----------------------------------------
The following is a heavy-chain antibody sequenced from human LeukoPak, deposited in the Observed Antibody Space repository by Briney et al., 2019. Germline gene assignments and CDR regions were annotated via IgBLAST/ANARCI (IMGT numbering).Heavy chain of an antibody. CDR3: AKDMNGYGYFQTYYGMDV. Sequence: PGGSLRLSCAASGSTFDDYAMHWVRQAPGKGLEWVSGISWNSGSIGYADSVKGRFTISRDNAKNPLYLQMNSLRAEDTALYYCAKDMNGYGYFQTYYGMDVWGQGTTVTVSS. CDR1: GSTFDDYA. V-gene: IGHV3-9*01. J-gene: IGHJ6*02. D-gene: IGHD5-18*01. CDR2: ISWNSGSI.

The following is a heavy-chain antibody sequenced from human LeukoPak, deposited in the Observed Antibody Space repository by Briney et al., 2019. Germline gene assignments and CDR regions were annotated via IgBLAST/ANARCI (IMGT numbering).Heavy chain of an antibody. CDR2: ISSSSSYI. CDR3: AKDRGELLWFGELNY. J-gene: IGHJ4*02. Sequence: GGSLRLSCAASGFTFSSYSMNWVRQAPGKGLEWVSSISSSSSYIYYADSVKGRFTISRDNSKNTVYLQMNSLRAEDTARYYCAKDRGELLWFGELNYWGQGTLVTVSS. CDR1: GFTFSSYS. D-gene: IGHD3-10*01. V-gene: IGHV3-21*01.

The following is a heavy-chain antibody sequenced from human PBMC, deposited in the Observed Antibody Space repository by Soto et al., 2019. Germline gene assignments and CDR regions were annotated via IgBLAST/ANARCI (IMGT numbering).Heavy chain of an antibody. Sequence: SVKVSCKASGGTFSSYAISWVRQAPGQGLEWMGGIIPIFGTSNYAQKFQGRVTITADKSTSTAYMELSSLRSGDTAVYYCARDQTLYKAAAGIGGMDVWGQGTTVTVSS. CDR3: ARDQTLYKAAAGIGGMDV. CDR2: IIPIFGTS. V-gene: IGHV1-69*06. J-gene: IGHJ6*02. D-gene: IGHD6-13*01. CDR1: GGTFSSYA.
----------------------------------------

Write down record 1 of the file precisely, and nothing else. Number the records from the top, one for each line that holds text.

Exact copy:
The following is a heavy-chain antibody sequenced from human LeukoPak, deposited in the Observed Antibody Space repository by Briney et al., 2019. Germline gene assignments and CDR regions were annotated via IgBLAST/ANARCI (IMGT numbering).Heavy chain of an antibody. CDR3: AKDMNGYGYFQTYYGMDV. Sequence: PGGSLRLSCAASGSTFDDYAMHWVRQAPGKGLEWVSGISWNSGSIGYADSVKGRFTISRDNAKNPLYLQMNSLRAEDTALYYCAKDMNGYGYFQTYYGMDVWGQGTTVTVSS. CDR1: GSTFDDYA. V-gene: IGHV3-9*01. J-gene: IGHJ6*02. D-gene: IGHD5-18*01. CDR2: ISWNSGSI.